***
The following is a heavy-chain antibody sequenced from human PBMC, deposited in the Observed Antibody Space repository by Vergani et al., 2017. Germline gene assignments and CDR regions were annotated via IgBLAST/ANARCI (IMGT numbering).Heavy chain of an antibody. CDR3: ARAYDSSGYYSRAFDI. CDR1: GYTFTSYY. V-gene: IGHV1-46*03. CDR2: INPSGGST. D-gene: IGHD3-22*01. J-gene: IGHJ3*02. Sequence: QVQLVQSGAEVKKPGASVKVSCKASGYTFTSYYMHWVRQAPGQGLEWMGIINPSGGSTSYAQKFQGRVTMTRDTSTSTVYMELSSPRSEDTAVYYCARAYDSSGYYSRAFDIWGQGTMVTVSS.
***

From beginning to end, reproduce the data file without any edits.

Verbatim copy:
The following is a heavy-chain antibody sequenced from human PBMC, deposited in the Observed Antibody Space repository by Vergani et al., 2017. Germline gene assignments and CDR regions were annotated via IgBLAST/ANARCI (IMGT numbering).Heavy chain of an antibody. CDR3: ARAYDSSGYYSRAFDI. CDR1: GYTFTSYY. V-gene: IGHV1-46*03. CDR2: INPSGGST. D-gene: IGHD3-22*01. J-gene: IGHJ3*02. Sequence: QVQLVQSGAEVKKPGASVKVSCKASGYTFTSYYMHWVRQAPGQGLEWMGIINPSGGSTSYAQKFQGRVTMTRDTSTSTVYMELSSPRSEDTAVYYCARAYDSSGYYSRAFDIWGQGTMVTVSS.